Timely Coalition for Africa’s Health Challenges


On the sidelines of the 32nd African Union summit held in Addis Ababa, Ethiopia recently, various Heads of government across Africa expressed support for a newly launched health platform tagged African Business Coalition for Health (ABC Health); which is a joint initiative of the Aliko Dangote Foundation; GBCHealth, and the United Nations Economic Commission for Africa (UNECA). Ugo Aliogo writes on the potential positive impact of such a platform on Africa’s growth and development process

Health is wealth, as is often stated. But when the well-worn cliché is adapted to real life instances where the wealthy actively invest a portion of their resources to boost healthcare delivery for the common good, then the ripple effect on any economy can only be positive. When this formula is applied on a continental scale, as is being proposed in Africa, then one can safely say, the good times are here.

To achieve the health targets under the global Sustainable Development Goals (SDGs) and help overcome various health challenges confronting Africans and Africa’s development, the Aliko Dangote Foundation, GBCHealth and the United Nations Economic Commission for Africa (UNECA) launched a new health platform tagged African Business Coalition for Health (ABC Health).

The Aliko Dangote Foundation was established to tackle four main cardinal issues of concern to Nigeria and indeed the African continent. They are Health and Nutrition, Education, Empowerment and Humanitarian intervention. The involvement in the ABC Health initiative falls squarely on the Health and nutritional intervention.
GBCHealth in the partnership is a coalition of companies and organisations committed to investing their resources to make a healthier world for their employees, for the communities in which they work and for the world at large.
UNECA on the other hand was established in 1958 by the United Nations Economic and Social Council to encourage economic cooperation among its African member states following a recommendation of the United Nations General Assembly.

The joint initiative, which was unveiled by the above-mentioned organisations at a well-attended launching ceremony on the sidelines of the 32nd African Union summit held recently in Addis Ababa, Ethiopia, has equally received the support of various African Heads of government, who have lauded the innovate platform. The ABC Health platform was initiated by the Aliko Dangote Foundation and Global Business Coalition on Health, which are private-sector organisations.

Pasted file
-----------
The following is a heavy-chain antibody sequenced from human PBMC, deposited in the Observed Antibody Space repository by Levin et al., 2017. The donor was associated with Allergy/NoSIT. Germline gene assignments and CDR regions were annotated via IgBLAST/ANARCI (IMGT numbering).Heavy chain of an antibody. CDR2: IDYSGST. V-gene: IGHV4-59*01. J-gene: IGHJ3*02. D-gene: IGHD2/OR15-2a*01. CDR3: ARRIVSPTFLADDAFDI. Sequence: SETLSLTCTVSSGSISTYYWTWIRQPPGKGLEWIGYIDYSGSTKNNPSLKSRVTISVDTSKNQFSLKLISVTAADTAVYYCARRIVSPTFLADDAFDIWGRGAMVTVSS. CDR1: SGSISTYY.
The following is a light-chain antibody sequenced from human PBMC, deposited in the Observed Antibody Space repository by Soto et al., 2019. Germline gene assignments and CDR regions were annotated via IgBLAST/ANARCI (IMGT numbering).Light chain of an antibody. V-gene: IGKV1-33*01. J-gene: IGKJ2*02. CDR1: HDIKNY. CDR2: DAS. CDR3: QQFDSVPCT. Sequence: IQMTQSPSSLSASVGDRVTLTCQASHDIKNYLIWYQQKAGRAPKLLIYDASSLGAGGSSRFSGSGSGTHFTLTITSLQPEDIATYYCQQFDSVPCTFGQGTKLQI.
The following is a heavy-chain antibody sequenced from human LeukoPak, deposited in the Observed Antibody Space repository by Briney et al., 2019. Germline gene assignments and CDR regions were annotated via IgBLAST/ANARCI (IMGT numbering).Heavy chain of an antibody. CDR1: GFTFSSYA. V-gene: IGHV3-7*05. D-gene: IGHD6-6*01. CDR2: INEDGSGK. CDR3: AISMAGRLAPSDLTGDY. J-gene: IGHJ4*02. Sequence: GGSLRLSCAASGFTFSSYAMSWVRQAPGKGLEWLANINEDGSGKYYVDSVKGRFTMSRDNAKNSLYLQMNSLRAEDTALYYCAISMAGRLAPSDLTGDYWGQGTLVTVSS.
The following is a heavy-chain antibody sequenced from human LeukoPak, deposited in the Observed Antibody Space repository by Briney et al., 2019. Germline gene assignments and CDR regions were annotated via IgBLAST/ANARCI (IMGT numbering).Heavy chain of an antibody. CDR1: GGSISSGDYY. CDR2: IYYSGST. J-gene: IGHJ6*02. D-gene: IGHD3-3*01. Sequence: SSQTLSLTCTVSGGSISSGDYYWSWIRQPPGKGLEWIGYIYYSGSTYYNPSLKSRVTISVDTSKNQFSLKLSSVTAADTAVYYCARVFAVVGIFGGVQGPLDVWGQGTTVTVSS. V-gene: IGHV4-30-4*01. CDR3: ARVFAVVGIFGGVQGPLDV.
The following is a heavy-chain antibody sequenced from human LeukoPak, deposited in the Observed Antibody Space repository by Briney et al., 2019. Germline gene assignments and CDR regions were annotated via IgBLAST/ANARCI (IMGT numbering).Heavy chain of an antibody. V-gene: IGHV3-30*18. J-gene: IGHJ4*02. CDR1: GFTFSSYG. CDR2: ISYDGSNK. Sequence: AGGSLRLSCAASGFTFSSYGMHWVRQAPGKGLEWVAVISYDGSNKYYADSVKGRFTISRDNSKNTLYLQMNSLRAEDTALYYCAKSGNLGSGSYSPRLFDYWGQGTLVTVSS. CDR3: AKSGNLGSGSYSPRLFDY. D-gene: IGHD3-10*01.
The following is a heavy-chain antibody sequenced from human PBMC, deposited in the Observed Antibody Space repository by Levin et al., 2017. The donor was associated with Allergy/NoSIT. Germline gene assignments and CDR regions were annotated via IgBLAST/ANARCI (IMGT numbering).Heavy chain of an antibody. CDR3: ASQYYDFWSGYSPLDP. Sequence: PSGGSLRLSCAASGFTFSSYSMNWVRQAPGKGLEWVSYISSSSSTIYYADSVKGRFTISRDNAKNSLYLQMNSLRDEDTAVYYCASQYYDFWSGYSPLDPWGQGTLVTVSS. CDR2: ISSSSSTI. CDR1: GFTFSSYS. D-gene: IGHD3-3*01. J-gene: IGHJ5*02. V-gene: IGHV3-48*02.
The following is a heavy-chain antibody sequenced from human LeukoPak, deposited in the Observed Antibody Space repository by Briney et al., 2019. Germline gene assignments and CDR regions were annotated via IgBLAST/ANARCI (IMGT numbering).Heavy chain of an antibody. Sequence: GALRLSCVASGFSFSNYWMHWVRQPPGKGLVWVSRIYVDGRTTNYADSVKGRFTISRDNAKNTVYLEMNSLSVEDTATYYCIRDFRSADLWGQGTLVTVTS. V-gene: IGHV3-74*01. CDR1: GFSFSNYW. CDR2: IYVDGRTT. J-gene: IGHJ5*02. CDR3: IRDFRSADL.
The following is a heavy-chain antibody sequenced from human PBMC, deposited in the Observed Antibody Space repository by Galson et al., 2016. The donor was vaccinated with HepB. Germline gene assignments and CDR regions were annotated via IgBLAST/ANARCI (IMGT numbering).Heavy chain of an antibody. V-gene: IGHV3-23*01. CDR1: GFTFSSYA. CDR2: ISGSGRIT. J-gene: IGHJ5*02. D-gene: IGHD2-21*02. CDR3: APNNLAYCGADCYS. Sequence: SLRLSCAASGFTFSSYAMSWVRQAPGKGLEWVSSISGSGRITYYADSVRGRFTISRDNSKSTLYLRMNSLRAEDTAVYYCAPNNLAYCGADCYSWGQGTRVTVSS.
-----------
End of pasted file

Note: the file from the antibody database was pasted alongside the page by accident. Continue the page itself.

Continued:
Vital Platform
The ABC Health platform, stakeholders note, is an ambitious platform designed to bring together business leaders in Africa to collaborate with heads of government and other stakeholders to tackle basic health challenges in Africa, with assurances from government to collaborate for healthier Africans.

It was launched with commitments by all partners and stakeholders to put efforts together to improve basic health care services in the continent during the inaugural Africa Business: Health Forum 2019, which witnessed the launch of the official logo of the ABC Health. The platform has the objective of driving business leadership, strengthening partnerships, and facilitating investments to change the face of healthcare in Africa.

Coming on the margins of the 32nd summit of the African Union, Heads of Governments and Business Community leaders across Africa, the forum examined opportunities to accelerate economic development and growth of the continent through a healthcare reform agenda that focuses on the wellbeing of employees for a more active and productive workforce.
The forum, THISDAY gathered, was expected to unify Africa’s key decision makers in exploring opportunities for catalysing growth in the continent’s economy, through business partnerships to invest in the health sector.

Tackling Challenges
In his opening remarks at the launch of the ABC Health platform, the Chairman of Aliko Dangote Foundation, Aliko Dangote, represented by the Foundation’s Executive Director, Halima Aliko-Dangote, said the Africa Business Health Forum would identify issues and solutions to Africa’s health challenges with a view to mobilising the will to confront it headlong.

He reiterated that there is a vital relationship between health and economic growth and development in Africa as healthy populations live longer, are more productive, and save more; and added that access to essential health services is an important aspect of development.

Dangote stated that “Governments from both developed and developing countries are increasingly looking at public-private partnerships (PPPs) as a way to expand access to higher-quality health services by leveraging capital, managerial capacity, and know-how from the private sector.” According to him, “Africa’s healthcare systems demand significant investments to meet the needs of their growing populations, changing patterns of diseases and the internationally-agreed development goals.

He said as a businessman, and through Aliko Dangote foundation, he is committed to working with governments and key stakeholders for the development of impactful health initiatives in Africa in the belief that private sector leaders have a strong role to play.